09:58am Sunday 19 November 2017

Alzheimer protein APP also involved in Fragile X Syndrome

What are the main symptoms of the Fragile X Syndrome?
It is the most frequent cause of inherited intellectual disability especially among boys because the mutated gene, FMR1, is located on the X chromosome. Nearly half of all children with FXS meet the criteria for a diagnosis of Autism Spectrum Disorders. It results in a spectrum of intellectual disabilities and physical characteristics. Individuals with FXS show several behavioral characteristics such as stereotypic movements, hyperactivity, hypersensitivity and social anxiety.

What are the existing clinical options for an FXS patient? Can this be improved?
Unfortunately, there are no cures for the underlying deficits of FXS. Currently, patients receive symptombased treatment medications that aim to minimize the secondary characteristics associated with FXS.

          “We are very optimistic that our recent findings set the 
           basis for a novel pharmacological treatment for FXS.” 

                Claudia Bagni

In past years, more than 40 clinical trials have been initiated and many have unfortunately been discontinued due to the absence of global improvement. It is therefore of utmost importance to identify new and efficient pharmacological treatment protocols for FXS and, at the same time, target behavioral interventions.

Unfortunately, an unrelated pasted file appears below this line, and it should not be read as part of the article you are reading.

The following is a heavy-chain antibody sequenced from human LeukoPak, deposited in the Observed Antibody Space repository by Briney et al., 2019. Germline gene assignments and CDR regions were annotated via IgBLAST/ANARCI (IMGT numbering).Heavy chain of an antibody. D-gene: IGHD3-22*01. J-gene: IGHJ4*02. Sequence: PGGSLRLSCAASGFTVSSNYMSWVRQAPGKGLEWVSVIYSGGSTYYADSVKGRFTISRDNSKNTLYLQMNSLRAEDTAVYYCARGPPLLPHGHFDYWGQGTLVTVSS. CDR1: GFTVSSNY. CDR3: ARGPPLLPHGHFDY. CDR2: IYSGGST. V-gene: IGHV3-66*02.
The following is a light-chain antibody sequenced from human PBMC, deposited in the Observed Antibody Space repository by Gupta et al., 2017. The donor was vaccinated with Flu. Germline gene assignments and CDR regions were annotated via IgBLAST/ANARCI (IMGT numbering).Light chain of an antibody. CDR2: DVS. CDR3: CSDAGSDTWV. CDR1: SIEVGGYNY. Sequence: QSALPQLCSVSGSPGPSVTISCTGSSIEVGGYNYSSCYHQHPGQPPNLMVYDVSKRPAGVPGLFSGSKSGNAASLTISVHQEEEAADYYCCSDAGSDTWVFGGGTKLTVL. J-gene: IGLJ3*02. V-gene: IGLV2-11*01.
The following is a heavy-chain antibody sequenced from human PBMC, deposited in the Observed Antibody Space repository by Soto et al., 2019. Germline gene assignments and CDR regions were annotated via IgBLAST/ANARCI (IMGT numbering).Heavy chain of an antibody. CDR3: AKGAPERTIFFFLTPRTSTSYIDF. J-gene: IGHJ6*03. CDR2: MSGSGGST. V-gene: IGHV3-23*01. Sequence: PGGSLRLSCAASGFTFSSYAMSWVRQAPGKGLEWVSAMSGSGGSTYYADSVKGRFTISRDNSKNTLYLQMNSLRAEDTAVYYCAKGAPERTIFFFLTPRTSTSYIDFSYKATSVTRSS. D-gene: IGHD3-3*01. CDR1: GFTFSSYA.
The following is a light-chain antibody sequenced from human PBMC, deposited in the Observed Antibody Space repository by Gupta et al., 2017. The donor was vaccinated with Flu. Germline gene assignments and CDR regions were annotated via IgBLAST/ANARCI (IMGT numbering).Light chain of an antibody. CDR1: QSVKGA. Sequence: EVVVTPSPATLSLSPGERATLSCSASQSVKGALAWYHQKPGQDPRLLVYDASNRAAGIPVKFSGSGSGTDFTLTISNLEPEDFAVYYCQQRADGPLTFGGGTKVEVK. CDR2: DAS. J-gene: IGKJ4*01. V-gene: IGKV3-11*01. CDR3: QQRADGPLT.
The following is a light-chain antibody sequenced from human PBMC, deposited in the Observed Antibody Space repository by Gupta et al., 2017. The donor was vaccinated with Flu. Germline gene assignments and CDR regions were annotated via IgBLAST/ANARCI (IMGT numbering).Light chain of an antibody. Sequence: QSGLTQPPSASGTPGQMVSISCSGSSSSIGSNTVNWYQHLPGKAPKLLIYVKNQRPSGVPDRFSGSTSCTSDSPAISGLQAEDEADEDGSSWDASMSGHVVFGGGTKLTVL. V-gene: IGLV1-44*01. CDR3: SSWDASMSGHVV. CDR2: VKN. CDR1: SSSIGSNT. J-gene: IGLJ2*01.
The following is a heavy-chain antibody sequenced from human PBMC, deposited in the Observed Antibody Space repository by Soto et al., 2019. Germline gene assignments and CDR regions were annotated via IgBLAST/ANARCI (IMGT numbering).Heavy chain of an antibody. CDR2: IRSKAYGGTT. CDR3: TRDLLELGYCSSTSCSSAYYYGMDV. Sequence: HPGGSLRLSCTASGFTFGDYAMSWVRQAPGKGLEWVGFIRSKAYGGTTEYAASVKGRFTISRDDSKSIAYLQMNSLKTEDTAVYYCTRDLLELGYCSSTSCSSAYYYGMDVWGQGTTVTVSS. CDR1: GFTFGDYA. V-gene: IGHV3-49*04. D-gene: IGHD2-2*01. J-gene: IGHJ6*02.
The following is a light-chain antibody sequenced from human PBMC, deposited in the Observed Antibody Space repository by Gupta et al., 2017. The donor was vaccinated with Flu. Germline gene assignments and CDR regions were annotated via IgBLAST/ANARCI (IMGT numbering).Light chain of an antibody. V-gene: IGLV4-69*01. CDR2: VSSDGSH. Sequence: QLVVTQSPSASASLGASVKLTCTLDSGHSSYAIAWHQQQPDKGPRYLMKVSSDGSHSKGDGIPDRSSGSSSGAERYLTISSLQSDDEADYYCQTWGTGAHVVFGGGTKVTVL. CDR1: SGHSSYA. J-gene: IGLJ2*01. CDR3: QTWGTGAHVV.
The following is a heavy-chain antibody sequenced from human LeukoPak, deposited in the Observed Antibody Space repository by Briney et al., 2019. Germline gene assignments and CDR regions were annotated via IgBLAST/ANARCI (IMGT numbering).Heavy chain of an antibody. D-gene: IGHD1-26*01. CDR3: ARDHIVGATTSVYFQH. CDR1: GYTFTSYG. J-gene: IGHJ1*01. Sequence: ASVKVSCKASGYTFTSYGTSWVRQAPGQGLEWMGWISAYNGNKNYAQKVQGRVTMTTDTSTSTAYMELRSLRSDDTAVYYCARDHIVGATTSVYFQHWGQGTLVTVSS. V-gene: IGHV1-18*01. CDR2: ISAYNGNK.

Do you think your results can lead to possible new strategies?
We are very optimistic that our recent findings set the basis for a novel pharmacological treatment for FXS. We have patented the peptide used in the Pasciuto et al. 2015 study, validated its efficacy in murine brain cells in vitro and in vivo, and we are currently taking this approach to the next phase by devising a series of experiments required for preclinical trials.

Did it come as a surprise that APP plays a role in FXS?
The first findings that APP levels are up-regulated in FXS came from the work of Westmark and Malter (PLoS Biol. 2007). One year later, we discovered that APP mRNA was regulated by the FMRP-CYFIP complex (Cell 2008). With the present study, we have now pinpointed a pathological role for non-amyloidogenic processing of APP, showed that the boost in sAPPα gives rise to the expression of APP and ADAM10, the α-secretase that generates sAPPα from APP. We have also found that this pathway goes awry in human cases of FXS, and shown that in the mouse model for FXS, blocking ADAM10 in early life may help to treat the disorder.

Can there be implications for Alzheimer research as well?
It was exciting to collaborate with the group of Bart De Strooper, a leader in the Alzheimer field. His knowledge has been instrumental for our project. At this stage our findings are more directed towards an amelioration of neurodevelopmental disorders hallmarked by an increase in sAPPα such as FXS and Autism.

Pasciuto et al., Neuron 2015

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